On some characteristics of Japanese traditional portraits known as Nise-e (likeness picture)

Third Thursday Lectures
Friday 17 Feb 2017 | 6 PM

Weston Room, Cathedral Hostry
Norwich NR1 4DH

Tetsuei Tsuda
Head of Archives Section, Department of Art Research, Archives and Information System Tokyo National Research Institute for Cultural Properties

About the lecture

This lecture will explore the production and characteristics of portrait paintings made in pre-modern period Japan through a medieval period hand scroll entitled Ichiryu sôsho keizu (portrait scroll of a certain Buddhist school’s lineage).

Ichiryu sôsho keizu scroll is a hand scroll containing portraits owned by and pertaining to the lineage history of Bukko-ji temple, which is a key Jôdo-shinshû temple in Kyoto.

The scroll begins with details related to its production. In it, it states that the teachings of Shinran (1173-1262), who founded the Jôdo-shinshû School, continue to flourish despite sixty years after his death. It also notes that the figures depicted are of individuals who were alive at the time of the scroll’s production, and that the intent was to create a link for future followers to reaffirm their ties and commitment to the school.

According to the inscribed date, it is clear that the scroll was produced in May 1325. The first set of portraits that appear after the text are of a couple who was the sect leaders, followed by around twenty men and women of all ages. The sitters were commoners and new portraits were added intermittently over the following periods until up to around the middle of the fourteenth century.

Each of the painted individuals’ face is skillfully articulated using very fine brush work. In comparison, their costume, body representation and composition are extremely typological. Until recently, Ichiryu sôsho keizu was considered substandard to be recognized as portraits because of the stereotypical representation of people below the neck. However, accurately depicting the sitters’ face in delicate outlines while providing them with a standardised body is the very feature of a style of Japanese portraits called nise-e (likeness picture). It can be said that the Ichiryu sôsho keizu presents the essence of Japanese nise-e and their characteristic.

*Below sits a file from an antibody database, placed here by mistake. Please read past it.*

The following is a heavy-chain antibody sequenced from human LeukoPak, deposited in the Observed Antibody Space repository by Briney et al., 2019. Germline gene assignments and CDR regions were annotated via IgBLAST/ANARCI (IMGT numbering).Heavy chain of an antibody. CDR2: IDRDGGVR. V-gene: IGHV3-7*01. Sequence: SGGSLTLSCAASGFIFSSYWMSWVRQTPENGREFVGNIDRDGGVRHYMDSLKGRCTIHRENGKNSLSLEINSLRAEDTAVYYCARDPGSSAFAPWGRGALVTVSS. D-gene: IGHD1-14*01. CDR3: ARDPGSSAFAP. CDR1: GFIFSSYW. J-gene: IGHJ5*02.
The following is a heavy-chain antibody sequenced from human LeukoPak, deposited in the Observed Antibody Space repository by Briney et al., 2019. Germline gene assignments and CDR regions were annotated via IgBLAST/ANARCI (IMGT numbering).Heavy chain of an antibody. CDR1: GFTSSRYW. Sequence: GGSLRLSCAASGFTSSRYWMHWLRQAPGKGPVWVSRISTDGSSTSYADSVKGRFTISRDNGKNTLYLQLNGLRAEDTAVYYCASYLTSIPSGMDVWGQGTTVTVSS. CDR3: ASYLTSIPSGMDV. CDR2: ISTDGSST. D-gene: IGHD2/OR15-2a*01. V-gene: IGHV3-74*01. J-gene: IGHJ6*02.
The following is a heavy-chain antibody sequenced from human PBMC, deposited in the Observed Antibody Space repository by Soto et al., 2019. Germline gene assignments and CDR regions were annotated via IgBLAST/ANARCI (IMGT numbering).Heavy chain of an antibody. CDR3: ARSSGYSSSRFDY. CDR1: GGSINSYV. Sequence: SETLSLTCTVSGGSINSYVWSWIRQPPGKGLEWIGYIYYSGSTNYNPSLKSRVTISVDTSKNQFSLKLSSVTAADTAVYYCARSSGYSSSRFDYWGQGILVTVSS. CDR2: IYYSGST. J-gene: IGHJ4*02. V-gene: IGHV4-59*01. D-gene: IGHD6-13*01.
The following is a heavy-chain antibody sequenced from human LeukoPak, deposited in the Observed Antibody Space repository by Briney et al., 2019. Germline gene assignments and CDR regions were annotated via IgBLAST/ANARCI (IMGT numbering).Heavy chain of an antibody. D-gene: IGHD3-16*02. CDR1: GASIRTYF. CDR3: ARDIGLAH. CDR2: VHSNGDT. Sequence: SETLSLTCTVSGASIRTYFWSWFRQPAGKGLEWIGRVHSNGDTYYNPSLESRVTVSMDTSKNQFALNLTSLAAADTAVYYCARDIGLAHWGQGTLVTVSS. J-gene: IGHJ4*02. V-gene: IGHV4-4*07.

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About the speaker

Tetsuei Tsuda is the head of archives in the Department of Art Research at the Tokyo National Research Institute for Cultural Properties. After completing his post graduate work at Keio University, he joined Kanazawa Bunko Museum in Kanagawa prefecture as curator in 1991. In 1999, he was appointed as researcher at the Tokyo National Research Institute for Cultural Properties. He was awarded with a doctorate from Keio University after submitting his thesis on the study of Heian period esoteric Buddhist sculptural trends and characteristics.

His particular field of interest is in Japanese Buddhist art (paintings and sculptures). His research is not limited to the study of art objects, but also expands into the fields of medieval Japanese religious studies and Japanese literature.

About the Third Thursday Lecture Series

Every Third Thursday of the month, the Sainsbury Institute for the Study of Japanese Arts and Cultures hosts a lecture on a topic related to the art and culture of Japan. Talks begin at 6pm (50-minute lecture followed by refreshments). Speakers are all specialists in their field and the talks are intended to be accessible to those with no prior knowledge of Japanese history.

The lecture are normally held at the Weston Room, Cathedral Hostry, Norwich NR1 4DH. The Third Thursday Lecture series is funded by the Great Britain Sasakawa Foundation, Yakult and the Robert and Lisa Sainsbury Charitable Trust.


Admission is free and all are welcome. Booking essential.
To book your seat, please go to the booking form or email the Sainsbury Institute

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Future Lectures

16 March 2017 | Dr Lauri Kitsnik
Robert & Lisa Sainsbury Fellow, Sainsbury Institute for the Study of Japanese Arts and Cultures
In a Lively Place: Spaces of Japanese Scriptwriting

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20 April 2017 | Dr Matthew Shores
Lecturer in Japanese Studies, Faculty of Asian and Middle Eastern Studies, University of Cambridge
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Third Thursday Lectures is a monthly lecture series supported by